The number of small OpenSim grids continued to climb this month, as companies, schools and individuals continued to strike out on their own. We’re tracking 285 grids, of which 169 are currently active — an increase of 26 grids from last month’s 143 active grids.
Meanwhile, the top 40 public OpenSim grids now have a total of 20,159 regions, a gain of 1,233 regions over last month’s 18,926. Last month saw a major housekeeping at OSGrid, the largest OpenSim grid, which resulted in more than 4,000 regions losing their map reservations because their owners hadn’t connected their regions in a while. Now some of these regions are starting to come back.
The three biggest region gainers this month were OSGrid, which gained 1,149 regions for a new total of 8,749 regions; Kitely with 98 new regions for a new total of 1,734 regions, and InWorldz, which gained 28 regions for a new total of 925 regions.
Another 13 grids gained 15 regions or less, and the rest showed either no growth or lost regions.
InWorldz continued to hold onto its position as the most popular grid, with 5,572 active users last month. OSGrid was second, with 3,961 active users, and Avination continued to drop, with a third place standing of 2,600 active users.
InWorldz and Avination are both closed, commercial grids competing for roughly the same types of customers — people looking for a commercial grid with no hypergrid access and strong content protection. They have roughly similar land prices and terms of service and both appeal to merchants and users looking to branch out from Second Life for the first time.
Avination gained a lot of ground early last year as a result of a major marketing campaign and active in-world casinos, but has since then been hemorrhaging both users and regions. There’s even a section on the Avination forum titled “Not Leaving” — but, as of this writing, it hasn’t been added to since last October.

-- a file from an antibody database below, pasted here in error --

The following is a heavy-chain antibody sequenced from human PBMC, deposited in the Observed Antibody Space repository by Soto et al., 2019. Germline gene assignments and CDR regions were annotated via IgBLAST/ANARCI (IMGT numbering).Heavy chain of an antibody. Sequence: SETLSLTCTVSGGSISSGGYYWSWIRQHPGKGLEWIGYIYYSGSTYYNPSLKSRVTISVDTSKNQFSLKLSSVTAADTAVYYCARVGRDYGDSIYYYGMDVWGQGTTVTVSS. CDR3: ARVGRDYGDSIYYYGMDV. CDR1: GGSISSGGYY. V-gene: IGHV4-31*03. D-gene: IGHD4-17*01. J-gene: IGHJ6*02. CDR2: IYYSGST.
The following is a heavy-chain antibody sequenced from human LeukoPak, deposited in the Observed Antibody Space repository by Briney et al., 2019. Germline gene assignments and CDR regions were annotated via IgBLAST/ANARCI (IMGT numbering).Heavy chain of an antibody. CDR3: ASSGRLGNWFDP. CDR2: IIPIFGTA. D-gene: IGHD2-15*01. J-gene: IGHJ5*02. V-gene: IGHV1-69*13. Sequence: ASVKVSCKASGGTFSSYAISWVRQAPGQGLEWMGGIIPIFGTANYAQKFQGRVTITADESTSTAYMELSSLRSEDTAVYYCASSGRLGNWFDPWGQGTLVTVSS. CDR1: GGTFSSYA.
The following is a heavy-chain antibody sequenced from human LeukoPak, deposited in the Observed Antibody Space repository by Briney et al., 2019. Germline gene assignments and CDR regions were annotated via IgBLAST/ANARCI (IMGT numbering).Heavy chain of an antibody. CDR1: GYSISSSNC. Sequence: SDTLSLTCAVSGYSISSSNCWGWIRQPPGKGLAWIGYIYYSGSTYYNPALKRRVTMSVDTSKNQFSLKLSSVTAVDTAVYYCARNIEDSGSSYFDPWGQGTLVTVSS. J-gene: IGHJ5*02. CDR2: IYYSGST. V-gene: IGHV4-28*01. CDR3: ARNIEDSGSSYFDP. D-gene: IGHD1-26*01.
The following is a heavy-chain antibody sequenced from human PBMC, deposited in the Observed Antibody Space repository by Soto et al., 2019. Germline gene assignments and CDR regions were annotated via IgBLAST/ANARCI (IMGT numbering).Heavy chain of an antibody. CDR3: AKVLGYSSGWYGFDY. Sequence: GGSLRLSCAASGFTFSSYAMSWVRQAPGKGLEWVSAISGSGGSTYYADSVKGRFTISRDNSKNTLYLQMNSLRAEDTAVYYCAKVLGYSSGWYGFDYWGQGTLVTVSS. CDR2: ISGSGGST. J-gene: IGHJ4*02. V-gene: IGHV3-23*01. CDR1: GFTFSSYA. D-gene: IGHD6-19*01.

The showdown between InWorldz and Avination is interesting because it illustrates the question of whether multiple closed commercial grids can co-exist without a narrow, special-interest focus like a niche social group or a proprietary role playing game. Since closed grids are not hypergrid-enabled, users cannot send instant messages from one grid to another, travel to visit friends on another grid, or pass content back and forth. Instead, if a user wants to belong to both grids, they have to outfit and maintain two avatars, two sets of friends. Newcomers looking to join just one grid will tend to pick the bigger, busier one, or the one where their friends are – which also is more likely to be the busier grid. Thus, over time, one general-purpose social grid may tend to gain users at the expense of its competitors.
Here are the ten most popular grids this month:
- InWorldz: 5,772 active users
- OSGrid: 3,981
- Avination: 2,600
- Island Oasis: 428
- 3rd Rock Grid: 418
- ReactionGrid: 413
- Kitely: 348
- GermanGrid: 258
- Speculoos: 218
- The Other Universe: 199
Kitely adds features, users
The on-demand Kitely grid continued to roll out new features while adding new users and new regions this month. Following on last month’s rollout of Twitter and email login methods, Kitely added in-world teleports and support for multiple viewers over the past four weeks.